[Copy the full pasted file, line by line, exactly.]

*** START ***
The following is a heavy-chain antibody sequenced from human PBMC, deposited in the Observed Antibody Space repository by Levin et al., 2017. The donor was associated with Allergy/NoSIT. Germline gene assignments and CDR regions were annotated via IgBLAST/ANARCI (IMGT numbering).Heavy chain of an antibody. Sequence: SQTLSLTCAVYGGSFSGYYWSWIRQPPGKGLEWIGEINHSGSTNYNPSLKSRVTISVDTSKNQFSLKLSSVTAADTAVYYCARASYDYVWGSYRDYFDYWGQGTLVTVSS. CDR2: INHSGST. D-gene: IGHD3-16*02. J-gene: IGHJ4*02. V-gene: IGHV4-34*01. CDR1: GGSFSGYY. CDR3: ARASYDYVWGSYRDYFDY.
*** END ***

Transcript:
The following is a heavy-chain antibody sequenced from human PBMC, deposited in the Observed Antibody Space repository by Levin et al., 2017. The donor was associated with Allergy/NoSIT. Germline gene assignments and CDR regions were annotated via IgBLAST/ANARCI (IMGT numbering).Heavy chain of an antibody. Sequence: SQTLSLTCAVYGGSFSGYYWSWIRQPPGKGLEWIGEINHSGSTNYNPSLKSRVTISVDTSKNQFSLKLSSVTAADTAVYYCARASYDYVWGSYRDYFDYWGQGTLVTVSS. CDR2: INHSGST. D-gene: IGHD3-16*02. J-gene: IGHJ4*02. V-gene: IGHV4-34*01. CDR1: GGSFSGYY. CDR3: ARASYDYVWGSYRDYFDY.